The West Side neighborhood of Pilsen is a mishmash of restaurants, bars, cafes, record stores, and vintage shops. The lively entertainment options coupled with reasonable home prices make this Chicago neighborhood a popular place to live.
If you needed another reason to explore Pilsen, the neighborhood is made colorful by some of the most beautiful murals in the city, local art galleries, and a museum of art. Take a scenic detour to learn about Pilsen’s art scene.
Pilsen is a living piece of art. The neighborhood’s collection of public art, in the form of both murals and sculptures, is one of the most vibrant and prodigious in the city. Larger-than-life murals are painted on buildings along both main streets and side streets. See work by notable Mexican artist Hector Duarte—his studio and home in Pilsen is covered from head to foot with his colorful and unmistakable work.
“Quetzalcoatl and the Stork” by Gaia is a monument to the neighborhood’s Mexican and Polish heritage. The mural, splashed across a low concrete wall at 16th and Halsted streets, depicts mythic figures from Mexican and Slavic cultures. New development will bring lofts and a public plaza to the neighborhood. Dubbed Mural Park, the new project will offer even more space for public art.
While the neighborhood’s murals will keep you busy looking up, you’ll find beauty below eye level, too. The steps of the CTA Pink Line station in Pilsen are painted with a bright patchwork of colors that catch the eye of commuters pouring in and out of the train stop.
Art galleries are scattered throughout the neighborhood, but you’ll find a concentration of more than 30 in the Pilsen East Arts District, located along 18th and South Halsted streets. The galleries cover a wide range of artistic styles.
Step into Woman Made Gallery for exhibitions of art made by women. Try House of the Apocalypse for striking paintings, sculptures, and vintage jewelry. URI-EICHEN Gallery is an independent gallery with a rotating collection of works that spans different artistic media, including film, paintings, and more. Pilsen Outpost, another 18th Street gallery, focuses on urban contemporary art, and it also serves as a retail shop and community space for workshops and events.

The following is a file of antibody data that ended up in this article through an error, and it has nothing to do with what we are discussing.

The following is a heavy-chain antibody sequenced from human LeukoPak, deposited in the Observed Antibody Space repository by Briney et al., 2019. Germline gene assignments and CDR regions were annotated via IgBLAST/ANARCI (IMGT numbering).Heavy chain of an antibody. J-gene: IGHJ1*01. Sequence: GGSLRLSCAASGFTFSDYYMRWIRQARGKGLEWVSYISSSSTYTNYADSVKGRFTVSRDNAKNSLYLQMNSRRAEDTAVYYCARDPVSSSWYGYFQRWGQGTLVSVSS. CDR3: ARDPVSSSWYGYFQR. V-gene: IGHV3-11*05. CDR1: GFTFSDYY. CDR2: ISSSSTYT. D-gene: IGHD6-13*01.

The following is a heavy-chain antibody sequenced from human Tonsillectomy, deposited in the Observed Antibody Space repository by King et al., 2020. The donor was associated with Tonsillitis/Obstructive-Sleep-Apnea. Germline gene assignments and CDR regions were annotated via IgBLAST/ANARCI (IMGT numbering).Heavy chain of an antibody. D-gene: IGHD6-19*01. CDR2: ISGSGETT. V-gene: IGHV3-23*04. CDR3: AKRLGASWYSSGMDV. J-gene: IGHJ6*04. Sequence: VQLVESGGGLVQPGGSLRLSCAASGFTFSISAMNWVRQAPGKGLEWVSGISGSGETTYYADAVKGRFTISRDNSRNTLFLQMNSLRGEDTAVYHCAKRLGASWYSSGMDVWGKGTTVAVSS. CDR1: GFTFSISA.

For those who don’t know where to start, the Chicago Arts District hosts a monthly tour of the neighborhood’s galleries. Grab a map for the event, known as 2nd Fridays, and see the creative and always interesting work on display in these galleries. Artists and gallery owners participate in the event, offering the public a chance to learn more about the displayed work.
If you’re interested in making your own art, the Chicago Art Department offers studio space, gallery space, and other resources for artists.
Many of the buildings in Pilsen are more than mere potential canvases for the colorful murals splashed across them. The neighborhood also has a diverse collection of beautiful architecture, much in the Bohemian style, worth getting to know. The Chicago Architecture Center leads guided tours of the neighborhood, but you can also spot notable architecture on your own.
Look for the unmistakable intricate stonework of Thalia Hall. Dating back to 1892, the theater still operates as an entertainment venue, hosting live music and movie screenings.
At 19th and Peoria streets, the skeletal remains of a church still stand. Abandoned and battered by fire and the elements, the tower of Zion Evangelical Lutheran Church still stands. The interior of the church is now a peaceful garden.
Pilsen is also home to two buildings known as Sokols, buildings that originated as Czech social clubs. The buildings, characterized by stately columns and stone facades, are a part of a larger preservation effort in the neighborhood.
The city has made moves to establish a landmark district in the neighborhood. It would be one of the city’s largest landmark districts, and it would offer significant protections for historic buildings and the neighborhood’s distinctive murals.
National Museum of Mexican Art
The National Museum of Mexican Art, located on 19th Street, has a permanent collection of more than 10,000 different pieces of artwork spanning thousands of years. Walk through the Nuestras Historias exhibit to learn about Mexican identity through artwork. In addition to its permanent collection, the National Museum of Mexican Art hosts rotating exhibits that celebrate different themes, such as “Día de Muertos” (“Day of the Dead”).
Museums may sometimes feel like a static way of experiencing art, but the National Museum of Mexican Art hosts festivals throughout the year to engage the local community. Families are invited to participate in the annual Día del Niño Health Walk & Family Festival, while everyone can enjoy the museum’s Christmas Market.
The museum also hosts educational programs for kids, teens, and teachers seeking professional development. The National Museum of Mexican Art is a pivotal piece of Pilsen’s art scene and cultural heritage.